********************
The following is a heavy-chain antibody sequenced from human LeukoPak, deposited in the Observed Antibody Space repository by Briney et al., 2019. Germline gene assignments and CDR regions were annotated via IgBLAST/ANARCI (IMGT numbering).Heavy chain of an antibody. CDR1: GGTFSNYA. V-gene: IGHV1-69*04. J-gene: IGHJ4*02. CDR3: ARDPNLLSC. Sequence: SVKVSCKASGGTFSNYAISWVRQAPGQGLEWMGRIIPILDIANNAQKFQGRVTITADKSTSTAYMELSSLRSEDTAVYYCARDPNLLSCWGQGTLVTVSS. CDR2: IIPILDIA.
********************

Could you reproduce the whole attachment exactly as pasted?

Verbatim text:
The following is a heavy-chain antibody sequenced from human LeukoPak, deposited in the Observed Antibody Space repository by Briney et al., 2019. Germline gene assignments and CDR regions were annotated via IgBLAST/ANARCI (IMGT numbering).Heavy chain of an antibody. CDR1: GGTFSNYA. V-gene: IGHV1-69*04. J-gene: IGHJ4*02. CDR3: ARDPNLLSC. Sequence: SVKVSCKASGGTFSNYAISWVRQAPGQGLEWMGRIIPILDIANNAQKFQGRVTITADKSTSTAYMELSSLRSEDTAVYYCARDPNLLSCWGQGTLVTVSS. CDR2: IIPILDIA.